But there needs to be consistency in NCAA rule application. Honesty and fair play should be rewarded. Institutions that consistently cover up bad behavior by their athletes need to be held accountable for their actions. And archaic rules that allow the NCAA to penalize athletes merely to protect its brand need to be struck down.
Reform college football
Part of this problem stems from one simple source — us.
College football is big business because its fans are willing to pay a lot of money to watch it. Universities with winning athletic teams generate a great deal of school pride — which brings in more student applications, more alumni contributions and more revenue from trademarked school memorabilia.
As a result, high school athletic superstars are heavily scrutinized. Ninth graders are offered college scholarships by some programs. And these kids are praised and lionized all through adolescence.
As a result, they grow up thinking rules don't apply to them — hence all of the inappropriate actions we often see from elite athletes. The cold, hard truth is only 2.4 percent or so will ever play professional ball.
For the rest, a college degree is the best thing they will get out of all of this. And while that is a great thing, it is undervalued for too many college athletes, whose eyes are focused solely on their prospects for the NFL.
I would propose that we begin to reform college football by focusing on the players themselves — especially the 97.5 percent for whom college football marks the last time they will ever set foot on the gridiron.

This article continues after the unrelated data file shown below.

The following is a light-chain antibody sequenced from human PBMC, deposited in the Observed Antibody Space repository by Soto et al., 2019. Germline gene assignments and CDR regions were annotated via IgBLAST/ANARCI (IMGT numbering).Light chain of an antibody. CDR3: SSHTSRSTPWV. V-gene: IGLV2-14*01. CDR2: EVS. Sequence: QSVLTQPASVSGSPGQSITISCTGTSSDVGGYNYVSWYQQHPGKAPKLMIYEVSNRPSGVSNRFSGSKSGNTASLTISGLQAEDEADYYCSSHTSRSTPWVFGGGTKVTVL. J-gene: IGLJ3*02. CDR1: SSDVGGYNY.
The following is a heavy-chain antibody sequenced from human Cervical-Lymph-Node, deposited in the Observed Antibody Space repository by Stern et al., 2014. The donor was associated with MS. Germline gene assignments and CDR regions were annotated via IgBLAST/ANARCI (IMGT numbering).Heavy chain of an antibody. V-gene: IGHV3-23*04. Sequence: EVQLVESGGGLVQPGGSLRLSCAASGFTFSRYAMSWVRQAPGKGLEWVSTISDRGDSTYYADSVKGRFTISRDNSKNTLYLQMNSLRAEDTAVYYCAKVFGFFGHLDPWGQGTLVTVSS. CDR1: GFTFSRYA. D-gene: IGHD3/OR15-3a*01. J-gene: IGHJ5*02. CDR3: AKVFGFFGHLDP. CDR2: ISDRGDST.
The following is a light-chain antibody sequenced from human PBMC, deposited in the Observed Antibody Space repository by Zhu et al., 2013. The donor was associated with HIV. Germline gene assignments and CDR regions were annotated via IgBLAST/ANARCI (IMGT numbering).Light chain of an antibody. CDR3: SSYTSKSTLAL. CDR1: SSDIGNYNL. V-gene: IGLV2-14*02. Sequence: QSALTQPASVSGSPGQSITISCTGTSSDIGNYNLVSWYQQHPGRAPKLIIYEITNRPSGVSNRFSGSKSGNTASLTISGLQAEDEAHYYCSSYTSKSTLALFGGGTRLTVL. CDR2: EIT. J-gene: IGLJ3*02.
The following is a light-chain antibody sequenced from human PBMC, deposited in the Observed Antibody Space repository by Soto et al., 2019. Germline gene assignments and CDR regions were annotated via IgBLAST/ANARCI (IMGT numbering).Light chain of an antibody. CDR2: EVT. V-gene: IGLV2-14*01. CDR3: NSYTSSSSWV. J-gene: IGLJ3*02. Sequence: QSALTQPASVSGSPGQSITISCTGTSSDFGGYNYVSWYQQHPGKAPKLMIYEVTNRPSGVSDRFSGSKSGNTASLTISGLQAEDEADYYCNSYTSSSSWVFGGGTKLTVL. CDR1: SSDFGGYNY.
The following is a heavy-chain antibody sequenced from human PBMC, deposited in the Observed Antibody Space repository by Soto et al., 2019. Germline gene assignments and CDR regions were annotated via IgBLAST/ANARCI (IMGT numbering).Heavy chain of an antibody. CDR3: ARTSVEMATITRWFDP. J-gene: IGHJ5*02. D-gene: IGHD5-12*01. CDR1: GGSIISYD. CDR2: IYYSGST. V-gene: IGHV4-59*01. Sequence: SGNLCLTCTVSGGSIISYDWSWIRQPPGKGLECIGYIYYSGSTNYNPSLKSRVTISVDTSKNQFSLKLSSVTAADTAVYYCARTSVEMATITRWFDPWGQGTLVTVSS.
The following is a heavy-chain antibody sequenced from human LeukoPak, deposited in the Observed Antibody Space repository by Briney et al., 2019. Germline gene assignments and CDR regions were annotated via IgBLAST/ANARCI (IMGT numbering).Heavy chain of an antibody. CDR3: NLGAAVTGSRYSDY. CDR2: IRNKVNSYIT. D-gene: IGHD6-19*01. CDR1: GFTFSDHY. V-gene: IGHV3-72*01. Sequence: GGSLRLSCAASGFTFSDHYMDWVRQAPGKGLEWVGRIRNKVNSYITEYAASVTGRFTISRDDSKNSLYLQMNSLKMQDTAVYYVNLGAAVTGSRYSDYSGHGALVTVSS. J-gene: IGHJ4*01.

First, no high school student should be offered a college scholarship before his or her junior year of high school — giving the students a bit more time to grow up emotionally before being labeled a "superstar."
Second, the NCAA should drop its appeal of the O'Bannon case. Players should be allowed to have stipends for living expenses. They should also be given five years of guaranteed financial support. Currently, athletic scholarships are awarded on a year-to-year basis.
An even greater focus needs to be placed on athletes obtaining their degrees. For the vast majority of them, a college diploma is the most valuable thing they will obtain from playing collegiate athletics.
There should be uniform drug-testing policies throughout the NCAA, with uniform penalties — and with drug rehab mandated for repeat offenders. Players who are expelled from one Division I school for misbehavior should be prohibited from playing at any other Division I school.
There should be a uniform methodology for dealing with illegal activities by student-athletes, as opposed to having those punishments meted out by the schools themselves. And schools who cover up felonious player behavior should be subject to severe post-season play bans for up to five years.
Finally, the archaic NCAA rules banning payment for player signings should be abolished. If college students who are not athletes become famous (as authors or actors, for example), they can sell signed articles without fear of retribution — or of jeopardizing their careers. Collegiate athletes should enjoy the same liberty.
Perhaps these signing events could be limited, or regulated by the individual universities, but change needs to occur.
I didn't see the real Halley's Comet the last time it came through our skies in 1986. I have been fortunate enough to see the Georgia football version twice. For Todd Gurley's sake, I hope sanity reigns and we will soon see him streaking across the Sanford Stadium field before he catapults into the NFL firmament.
And perhaps, if this highly publicized incident catalyzes real change in NCAA governance, there will ultimately be a silver lining to this latest chapter in the Todd Gurley playbook.